Interview with Sara Pudas – on the Life of Telomeres
“Keep dancing!” says Lifebrain researcher Sara Pudas at Umeå University, Sweden. She is studying how the length of your telomeres — the bits at the end of your chromosomes — relates to brain volumes and lifestyle factors. Preliminary results suggest that older individuals with longer telomeres appear to have larger brain volumes.
Sara Pudas, Lifebrain researcher, Umeå University
What are you working on right now in Lifebrain?
I’m investigating whether telomere length, a proposed aging biomarker, is associated with brain volumes or aging-related brain volume declines. Telomeres, typically measured in white blood cells, are protective “end-caps” at the end of our chromosomes. Telomere length shortens with each cell division, and therefore with aging, and may also be affected by adverse health- and lifestyle-related factors such as smoking, stress, or being overweight. Therefore, longer telomeres are thought to be indicative of a person’s cellular integrity.
What was your motivation for getting involved in brain research?
I’ve always been intrigued by individual differences, or what drives the variability we see in the way people think and behave. Studying the brain seemed like one way to approach such questions. During my PhD I got the chance to study one aspect of this — namely, variability in how people’s brains and cognitive abilities age. It caught my interest, and I have since then continued to study underlying causes and predictors for such aging-related variability.
In your opinion, what is the most burning scientific question in our times? (in brain research)
The most obvious pressing question in my field is how to minimize or prevent negative aging-related losses in brain and cognitive functions, both in the form of neurodegenerative disorders such as Alzheimer’s disease, and among healthy dementia-free older adults.
What do you find most interesting in the Lifebrain project?
I think the most interesting and rewarding aspect of Lifebrain are our collaborative scientific discussions at the Lifebrain meetings, where so many knowledgeable and skilled researchers put their heads together to address pressing scientific questions and problems, illuminating them from different angles and perspectives. I always learn a lot at our meetings!
What do you find most challenging?
A technical challenge with merging data from many difference datasets, as we do in Lifebrain, is that variables have been measured in different ways in the different Lifebrain cohorts. Some effort has to be put into considering whether or how two different variables measuring the same characteristic can be combined.
What have you found out so far?
In one of the Lifebrain cohorts, the Betula study, preliminary results suggest that older individuals with longer telomeres appear to have larger brain volumes in some aging-sensitive regions and less volumetric decline over time in others. Upcoming analyses are meant to verify whether telomeres are associated with these brain characteristics even after accounting for other factors known to negatively influence both brain health and telomere length, such as hypertension, obesity or smoking. To assess the generalizability of the effects, analyses will also be repeated in another Lifebrain cohort which has measured telomere length, the Berlin Aging Study II.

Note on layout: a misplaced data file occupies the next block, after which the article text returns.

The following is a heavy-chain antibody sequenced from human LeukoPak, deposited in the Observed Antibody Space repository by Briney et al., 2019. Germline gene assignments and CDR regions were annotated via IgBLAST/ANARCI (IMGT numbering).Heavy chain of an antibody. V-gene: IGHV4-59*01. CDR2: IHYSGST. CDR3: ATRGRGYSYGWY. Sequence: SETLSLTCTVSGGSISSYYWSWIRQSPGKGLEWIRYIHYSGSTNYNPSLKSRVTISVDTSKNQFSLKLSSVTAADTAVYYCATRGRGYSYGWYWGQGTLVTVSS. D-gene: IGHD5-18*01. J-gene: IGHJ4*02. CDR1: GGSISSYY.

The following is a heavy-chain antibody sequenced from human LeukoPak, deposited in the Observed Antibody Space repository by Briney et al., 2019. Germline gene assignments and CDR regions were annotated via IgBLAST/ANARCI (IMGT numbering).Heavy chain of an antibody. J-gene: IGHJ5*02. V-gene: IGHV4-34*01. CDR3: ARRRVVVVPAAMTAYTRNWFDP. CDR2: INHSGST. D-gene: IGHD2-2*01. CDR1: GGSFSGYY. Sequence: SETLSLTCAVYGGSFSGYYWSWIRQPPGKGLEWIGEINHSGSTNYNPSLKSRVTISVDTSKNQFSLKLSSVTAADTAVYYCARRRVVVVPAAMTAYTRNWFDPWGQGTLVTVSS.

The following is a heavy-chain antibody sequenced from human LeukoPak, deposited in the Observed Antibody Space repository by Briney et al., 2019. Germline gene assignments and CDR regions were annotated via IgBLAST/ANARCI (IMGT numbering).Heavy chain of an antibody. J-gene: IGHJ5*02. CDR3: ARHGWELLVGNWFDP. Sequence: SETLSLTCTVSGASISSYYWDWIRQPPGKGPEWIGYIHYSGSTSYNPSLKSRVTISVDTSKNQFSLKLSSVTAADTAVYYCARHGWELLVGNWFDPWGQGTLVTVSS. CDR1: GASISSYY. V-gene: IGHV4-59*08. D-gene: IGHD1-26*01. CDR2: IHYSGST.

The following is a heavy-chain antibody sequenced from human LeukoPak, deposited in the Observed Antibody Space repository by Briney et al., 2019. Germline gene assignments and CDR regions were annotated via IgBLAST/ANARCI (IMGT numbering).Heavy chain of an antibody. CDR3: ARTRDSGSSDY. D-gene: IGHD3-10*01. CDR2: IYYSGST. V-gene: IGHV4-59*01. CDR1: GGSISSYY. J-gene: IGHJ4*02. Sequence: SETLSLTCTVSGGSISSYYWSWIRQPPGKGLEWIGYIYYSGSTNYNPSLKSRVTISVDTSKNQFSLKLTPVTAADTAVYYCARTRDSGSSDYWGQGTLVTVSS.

Furthermore, since telomere length is partially heritable, the second part of the Lifebrain telomere project will look into whether genetic variation in genes previously associated with telomere length is associated with brain volumes.
Can lifestyle changes lengthen telomeres?
Some individual studies suggest that this can be achieved by for instance comprehensive lifestyle interventions, stress management, or weight loss, but these results haven’t been consistently replicated. Therefore, for now, strong conclusions about telomere lengthening in response to lifestyle changes in humans cannot be drawn. Excessive telomere lengthening would perhaps not be desirable either, as longer telomeres may be associated with greater risk for some cancers. Thus, it’s a complex issue.
Can these findings benefit people or society?
Studying aging biomarkers, such as telomeres, is hoped to lead to more reliable and earlier identification of individuals at elevated risk for aging-related diseases, which in turn can allow for targeted interventions or treatments at earlier disease stages. Individual biomarkers may not always be sufficient for reliable prediction on their own, but could in the future be of value as a parts of individualized risk profiles for various traits and disorders.
What can people do for their brain health?
All the well-known health advice such as exercising, healthy eating, good sleep habits, and stress management apply to both brain and general bodily health. For older adults, a common advice is to try to find enjoyable activities, which also keep them mentally, physically, and socially engaged. Dancing is a classic example! Although we cannot guarantee that such activities will invariably protect the brain from all negative influences, they will likely not hurt (when practiced in moderation) and will hopefully be enjoyable while performed.